Analysis of my bass fishing diary – Part 7 (Moon Phases)

Analysis of my bass fishing diary – Part 7 (Moon Phases)

This is Part 7 of a 12 Part series in which I will share my thoughts, conclusions and overall personal experiences of bass fishing over the past 7 years, from the south Devon coastline. In the remaining parts of the series I will also cover:

  • Part 8 – Water clarity
  • Part 9 – Sea state
  • Part 10 – Air pressure
  • Part 11 – Rocks, Beaches and Estuaries
  • Part 12 – Which type of lure?

Note – Please bear in mind that any conclusions I make in this series are based purely on my own experiences and my diary entries. I am positive that there will be many similarities in the hypothesis of my fellow bass lure anglers, or indeed, just as many conflicting or contradictory observations – I look forward to the debates!

Why 7 Years? Please go to Part 1 (Tide Heights) where I explain.

The moon affects bass fishing – Really?

Is it totally bonkers to imagine that the moon phase or cycle really makes a difference to bass lure fishing? Well, when you consider that the phases of the moon run in parallel with the size of the tide (or tidal range) creating either neap or spring tide conditions, then maybe it isn’t so daft after all.

I know there are many bass anglers out there who will swear by the Science (if you like) and some will only go out bass fishing around the Full/New Moon or spring tide periods based on their own records and success rates… But what do my own personal diary entries and records indicate? Are they any clear patterns?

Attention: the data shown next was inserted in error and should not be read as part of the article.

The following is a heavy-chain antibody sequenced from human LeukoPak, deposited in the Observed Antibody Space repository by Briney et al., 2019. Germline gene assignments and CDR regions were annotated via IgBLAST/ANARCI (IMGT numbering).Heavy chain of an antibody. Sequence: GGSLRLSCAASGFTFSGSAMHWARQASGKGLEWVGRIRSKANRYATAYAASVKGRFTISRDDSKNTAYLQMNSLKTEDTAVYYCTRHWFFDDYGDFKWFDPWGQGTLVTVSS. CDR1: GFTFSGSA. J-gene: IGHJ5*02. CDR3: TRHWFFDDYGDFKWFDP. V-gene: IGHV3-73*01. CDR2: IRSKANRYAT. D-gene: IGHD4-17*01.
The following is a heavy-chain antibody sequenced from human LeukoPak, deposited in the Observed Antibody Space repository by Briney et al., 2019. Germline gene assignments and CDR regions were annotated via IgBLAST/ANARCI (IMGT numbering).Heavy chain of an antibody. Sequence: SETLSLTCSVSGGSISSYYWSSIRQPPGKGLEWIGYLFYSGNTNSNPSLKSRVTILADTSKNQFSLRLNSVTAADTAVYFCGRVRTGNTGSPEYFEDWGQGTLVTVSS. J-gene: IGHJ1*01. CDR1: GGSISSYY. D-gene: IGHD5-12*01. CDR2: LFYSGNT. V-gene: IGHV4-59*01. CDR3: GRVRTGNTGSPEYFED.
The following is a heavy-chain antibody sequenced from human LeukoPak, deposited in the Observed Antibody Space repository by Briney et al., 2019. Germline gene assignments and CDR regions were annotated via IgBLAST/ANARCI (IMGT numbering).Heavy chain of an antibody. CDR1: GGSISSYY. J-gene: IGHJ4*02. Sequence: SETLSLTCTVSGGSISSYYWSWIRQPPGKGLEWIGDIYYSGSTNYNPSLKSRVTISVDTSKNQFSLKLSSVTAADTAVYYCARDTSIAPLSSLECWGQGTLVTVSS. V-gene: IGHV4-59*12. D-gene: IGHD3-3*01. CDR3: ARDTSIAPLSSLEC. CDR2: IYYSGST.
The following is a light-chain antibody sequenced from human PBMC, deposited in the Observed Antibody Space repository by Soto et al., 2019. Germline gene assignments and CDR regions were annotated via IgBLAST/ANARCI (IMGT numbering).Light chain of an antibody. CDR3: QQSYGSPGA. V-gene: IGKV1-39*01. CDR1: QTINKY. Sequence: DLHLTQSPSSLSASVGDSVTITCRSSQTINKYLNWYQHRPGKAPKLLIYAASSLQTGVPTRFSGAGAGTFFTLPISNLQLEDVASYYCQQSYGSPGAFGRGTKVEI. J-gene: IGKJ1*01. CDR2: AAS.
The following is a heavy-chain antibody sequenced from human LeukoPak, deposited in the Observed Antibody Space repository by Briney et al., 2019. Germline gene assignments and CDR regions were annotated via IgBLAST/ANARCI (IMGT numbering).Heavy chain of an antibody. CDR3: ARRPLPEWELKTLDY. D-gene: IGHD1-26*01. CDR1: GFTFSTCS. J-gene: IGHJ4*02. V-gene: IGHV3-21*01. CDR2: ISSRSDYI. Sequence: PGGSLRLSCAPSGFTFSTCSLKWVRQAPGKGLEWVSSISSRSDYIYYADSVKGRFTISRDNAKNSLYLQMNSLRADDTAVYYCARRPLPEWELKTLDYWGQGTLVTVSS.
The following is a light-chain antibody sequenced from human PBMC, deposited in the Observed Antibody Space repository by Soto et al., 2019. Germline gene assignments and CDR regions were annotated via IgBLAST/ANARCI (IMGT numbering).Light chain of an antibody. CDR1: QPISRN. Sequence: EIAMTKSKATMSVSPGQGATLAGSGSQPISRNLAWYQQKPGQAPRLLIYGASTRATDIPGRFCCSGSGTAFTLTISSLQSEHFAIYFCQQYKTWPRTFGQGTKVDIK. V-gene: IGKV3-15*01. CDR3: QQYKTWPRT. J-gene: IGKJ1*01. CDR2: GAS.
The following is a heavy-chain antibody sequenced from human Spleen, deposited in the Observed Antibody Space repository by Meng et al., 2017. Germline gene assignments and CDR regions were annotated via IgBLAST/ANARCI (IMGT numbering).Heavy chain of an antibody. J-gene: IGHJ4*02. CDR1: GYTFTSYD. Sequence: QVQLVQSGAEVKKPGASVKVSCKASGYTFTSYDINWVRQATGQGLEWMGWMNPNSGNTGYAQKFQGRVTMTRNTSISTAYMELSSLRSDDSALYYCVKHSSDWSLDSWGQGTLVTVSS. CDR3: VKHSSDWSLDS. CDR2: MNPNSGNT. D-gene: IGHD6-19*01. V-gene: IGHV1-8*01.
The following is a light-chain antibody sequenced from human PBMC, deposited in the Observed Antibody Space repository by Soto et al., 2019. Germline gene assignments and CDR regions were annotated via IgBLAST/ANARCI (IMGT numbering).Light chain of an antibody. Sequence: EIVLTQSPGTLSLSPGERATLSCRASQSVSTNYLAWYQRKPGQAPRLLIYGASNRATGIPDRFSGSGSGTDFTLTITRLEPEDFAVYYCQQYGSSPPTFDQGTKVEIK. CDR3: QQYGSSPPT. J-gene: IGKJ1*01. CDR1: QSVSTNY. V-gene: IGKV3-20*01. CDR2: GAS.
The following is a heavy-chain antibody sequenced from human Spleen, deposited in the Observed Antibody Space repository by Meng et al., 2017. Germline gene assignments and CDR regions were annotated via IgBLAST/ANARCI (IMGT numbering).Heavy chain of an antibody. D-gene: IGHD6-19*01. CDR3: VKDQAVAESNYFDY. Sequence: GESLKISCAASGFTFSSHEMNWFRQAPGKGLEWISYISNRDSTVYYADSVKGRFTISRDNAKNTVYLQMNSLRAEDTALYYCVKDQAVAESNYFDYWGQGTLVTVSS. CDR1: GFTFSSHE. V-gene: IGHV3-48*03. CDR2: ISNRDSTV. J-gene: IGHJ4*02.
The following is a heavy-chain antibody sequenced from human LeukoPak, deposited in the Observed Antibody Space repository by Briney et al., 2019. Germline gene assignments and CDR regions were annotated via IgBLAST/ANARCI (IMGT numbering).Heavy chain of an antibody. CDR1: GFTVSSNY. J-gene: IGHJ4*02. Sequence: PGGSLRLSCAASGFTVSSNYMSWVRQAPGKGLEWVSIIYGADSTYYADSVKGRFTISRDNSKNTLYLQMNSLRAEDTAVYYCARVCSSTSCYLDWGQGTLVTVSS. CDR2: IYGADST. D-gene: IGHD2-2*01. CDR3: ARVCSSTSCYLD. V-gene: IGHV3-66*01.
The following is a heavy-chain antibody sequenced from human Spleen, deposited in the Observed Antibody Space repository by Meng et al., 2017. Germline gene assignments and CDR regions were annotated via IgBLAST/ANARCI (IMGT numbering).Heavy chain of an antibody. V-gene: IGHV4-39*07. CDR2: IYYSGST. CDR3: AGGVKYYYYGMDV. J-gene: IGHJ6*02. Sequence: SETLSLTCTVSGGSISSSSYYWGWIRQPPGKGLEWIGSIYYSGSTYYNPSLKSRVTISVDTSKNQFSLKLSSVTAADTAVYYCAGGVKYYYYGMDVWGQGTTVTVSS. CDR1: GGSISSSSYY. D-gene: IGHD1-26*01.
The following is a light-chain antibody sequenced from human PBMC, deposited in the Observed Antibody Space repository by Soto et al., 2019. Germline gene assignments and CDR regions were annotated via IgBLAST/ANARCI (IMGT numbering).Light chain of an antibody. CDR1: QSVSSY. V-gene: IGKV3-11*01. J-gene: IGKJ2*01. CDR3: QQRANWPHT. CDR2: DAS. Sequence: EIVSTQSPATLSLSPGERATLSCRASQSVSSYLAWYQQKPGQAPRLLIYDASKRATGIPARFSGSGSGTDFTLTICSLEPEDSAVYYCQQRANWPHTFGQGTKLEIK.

NOTE: I have attempted (over the past 7 years since taking intricate notes) to fish as many of my marks, in as many differing tidal/weather/sea state conditions as possible – but I don’t have the luxury of being able to go fishing every single day. Overall, I would say that the results form a relatively accurate measurement.

Below is a table whereby I have collated my diary entries into a simple format, in order to display the percentage of bass caught during the specified Lunar Phase.

bass catches and lunar phases

The results above form the following conclusions:

  • Very clearly, the periods either side the Full Moon and New Moon are when I have achieved a higher percentage of my bass catches – and yes, this does happen to coincide with spring tides or, in my neck of the woods, tides with a tidal range greater than 4m.
  • On days +3 or +4 following the New Moon or Full Moon there is a definite ‘drop off’ in the percentage of bass caught – significant as this is when the tides have generally (but not always as it depends on the tactual tide heights) transitioned back to ‘neaps’ (tidal range of less than 4m).
  • I have caught bass on lures on every day of the lunar cycle over the last 7 years.
  • There is a very clear trend towards my catch rate increasing on the 2 or 3 days prior to a New Moon or Full Moon – again significant, as this is generally when the tidal range is increasing sharply, or in simpler terms, when the tides are what many would term ‘are building’.